The new OnePlus phone has an incredibly powerful processor but comes at a high cost.
The OnePlus 10T is 2022’s most pointless phone. Harsh? Perhaps. But the 10T is a jumbled mess that OnePlus should not have bothered with. It’s based on the excellent OnePlus 10 Pro and is meant to be a high-end smartphone with an even more powerful processor to deliver the best performance possible. It sort of does, to a point.
However, in order to gain that slight (and frankly, insignificant) extra speed without raising the price, it sacrifices important features such as screen quality, design, and camera. As a result of all of these compromises, the 10T feels less premium.
In the US, the OnePlus 10T costs $649 and £629 for a model with 8GB RAM and 128GB of storage, which is less than the OnePlus 10 Pro’s original $899 base price for a similar memory and storage configuration. However, OnePlus also announced a price reduction for the 10 Pro, bringing its starting price down to $799.
The phone I reviewed has 16GB of RAM and 256GB of storage, and it costs $749 and £729. (This price is roughly equivalent to AU$1,280.) However, the 10T does not replace the 10 Pro, and if you’re reading this article to decide which to buy, I strongly advise you to do so instead. Especially if the pricing is similar in your region.
What makes me dislike this phone so much? Let’s start with the ostensibly increased power. The OnePlus 10T is equipped with a Qualcomm Snapdragon 8 Plus Gen 1 processor and a massive 16GB of RAM, making it an absolute powerhouse. However, in benchmark tests, it only achieves marginal gains over the Pro.
OnePlus 10T Has Slippery, Shiny Aesthetics With Premium Feel
The 10 Pro is already powerful enough to handle whatever you throw at it. When I played demanding games like Genshin Impact, Asphalt 9: Legends, or PUBG on high settings, there was no discernible difference between the 10 Pro and the 10T. The overall performance of the interface is the same, and the extra power won’t help you post a TikTok video faster or make better-looking photo edits in Snapseed. So, what’s the point? It’s like choosing a 170 mph sports car over a 160 mph one, even though you’ll only drive it to work and back on 60 mph roads.
The display has a lower resolution, with a pixel density of 394ppi compared to the 10 Pro’s 525ppi, which also makes colors look better. Because the screen on the 10T is flat rather than curved at the edges, it lacks some of the premium feel. And the back is just as bad, with a glossy cover that’s slippery to hold and collects more fingerprints than an entire season of CSI. I’ll take the 10 Pro’s sophisticated-looking sandblasted back any day. The alert slider has also been removed, which I won’t miss, but longtime OnePlus fans will be disappointed.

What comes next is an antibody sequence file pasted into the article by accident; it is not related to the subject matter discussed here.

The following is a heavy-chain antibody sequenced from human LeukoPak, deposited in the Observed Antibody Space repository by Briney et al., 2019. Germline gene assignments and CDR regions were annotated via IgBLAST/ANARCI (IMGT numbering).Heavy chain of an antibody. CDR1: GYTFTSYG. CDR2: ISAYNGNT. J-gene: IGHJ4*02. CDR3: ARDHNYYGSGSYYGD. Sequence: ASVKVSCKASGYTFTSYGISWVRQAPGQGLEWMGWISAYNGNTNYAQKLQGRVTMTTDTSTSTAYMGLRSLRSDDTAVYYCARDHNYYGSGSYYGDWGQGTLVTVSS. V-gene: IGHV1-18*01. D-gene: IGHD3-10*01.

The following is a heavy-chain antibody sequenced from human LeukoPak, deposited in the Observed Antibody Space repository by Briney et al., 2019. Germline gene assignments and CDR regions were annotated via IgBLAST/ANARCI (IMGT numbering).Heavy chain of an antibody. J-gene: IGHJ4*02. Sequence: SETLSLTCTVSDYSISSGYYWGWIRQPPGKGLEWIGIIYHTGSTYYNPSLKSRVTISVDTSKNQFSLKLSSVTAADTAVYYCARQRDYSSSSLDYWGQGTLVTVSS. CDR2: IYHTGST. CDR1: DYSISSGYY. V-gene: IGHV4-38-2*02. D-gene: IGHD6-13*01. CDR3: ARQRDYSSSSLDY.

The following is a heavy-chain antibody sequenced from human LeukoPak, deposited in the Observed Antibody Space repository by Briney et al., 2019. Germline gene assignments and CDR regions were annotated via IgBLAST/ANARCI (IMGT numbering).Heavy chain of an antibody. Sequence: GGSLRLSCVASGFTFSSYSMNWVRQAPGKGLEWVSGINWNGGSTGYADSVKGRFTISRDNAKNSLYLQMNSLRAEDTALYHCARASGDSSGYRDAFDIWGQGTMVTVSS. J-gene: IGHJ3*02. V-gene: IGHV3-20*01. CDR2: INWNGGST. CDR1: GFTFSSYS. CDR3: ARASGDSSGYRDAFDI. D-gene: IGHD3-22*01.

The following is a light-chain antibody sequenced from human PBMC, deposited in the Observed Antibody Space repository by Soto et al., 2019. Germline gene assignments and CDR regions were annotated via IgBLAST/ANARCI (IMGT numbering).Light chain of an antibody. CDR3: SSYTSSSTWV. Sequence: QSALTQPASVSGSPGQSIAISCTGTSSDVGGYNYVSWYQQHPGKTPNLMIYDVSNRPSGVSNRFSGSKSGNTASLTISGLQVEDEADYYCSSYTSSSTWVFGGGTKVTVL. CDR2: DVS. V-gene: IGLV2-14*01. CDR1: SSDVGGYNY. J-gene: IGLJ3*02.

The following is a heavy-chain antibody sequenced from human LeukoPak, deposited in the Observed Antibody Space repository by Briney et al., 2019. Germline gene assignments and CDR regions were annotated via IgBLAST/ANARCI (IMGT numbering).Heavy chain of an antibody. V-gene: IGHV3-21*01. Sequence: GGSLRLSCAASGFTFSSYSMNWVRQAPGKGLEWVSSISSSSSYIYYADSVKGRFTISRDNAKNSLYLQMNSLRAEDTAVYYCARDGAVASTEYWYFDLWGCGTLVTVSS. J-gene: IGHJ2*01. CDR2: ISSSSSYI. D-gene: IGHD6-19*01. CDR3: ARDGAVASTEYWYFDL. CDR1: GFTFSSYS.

In pursuit of that power, the cameras suffer as well. Because OnePlus’ partnership with Hasselblad does not extend to the 10T, the camera hardware is reduced to a 50-megapixel main sensor, an 8-megapixel ultrawide, and a useless 2-megapixel macro lens. It’s a big step down from the 10 Pro’s 48-megapixel main, 50-megapixel ultrawide, and 8-megapixel telephoto. The 10T’s camera screen has a 2x zoom toggle, but it digitally crops into the image. The results aren’t as impressive as those obtained with the 10 Pro’s 3.3x optical zoom lens.
It’s not that the 10T can’t take good photos (it can, in good light), but it can’t compete with the 10 Pro, especially when it comes to ultrawide shots. It’s a shame you have to give up camera prowess for an arguably redundant speed boost.
The battery charging capacity of the 10T is increased to 150 watts, up from 80 watts in the 10 Pro. On paper, this should allow the phone to charge from empty to full in about 20 minutes, whereas the 10 Pro will take about 30 minutes. Sure, the 10T is faster, but the 10 Pro is already one of the fastest-charging smartphones on the market. I don’t believe an extra 10 minutes will make a significant difference in my life. You don’t need to budget for a compatible 150-watt fast charger because one is included in the box.
The battery life is comparable to that of the 10 Pro. Both phones dropped from full to 92 percent after an hour of YouTube streaming over Wi-Fi at maximum brightness. You won’t struggle to get a full day out of it, but it will take very little time to charge it if you do run out of power later in the day.
The phone ships with Android 12, and an upgrade to Android 13 is expected “before the end of the year,” though the 10 Pro will get it first for some reason.
The 10T’s problem is that OnePlus rushed it out to claim that it has the most powerful chip in its phone, despite the fact that the chip is already available on other handsets that cost even less. The 10 Pro was released in April of this year, and now it has a new iteration less than four months later.
At a time when we should be applauding companies for not launching unnecessary products and wasting resources for the sake of bragging rights, OnePlus has taken the opposite approach. It rushed out a product that offers little advantage over its existing – and excellent – 10 Pro.
Instead of launching these shambles, I’d prefer to see the company keep those new features, refine them, and pack them into a full flagship replacement early next year. One that does not force you to compromise on specifications and performance elsewhere.
OnePlus has let me down. I can confidently say that the OnePlus 10 Pro (rather than the 10T) is the phone to get if you want the best all-around experience the company has to offer.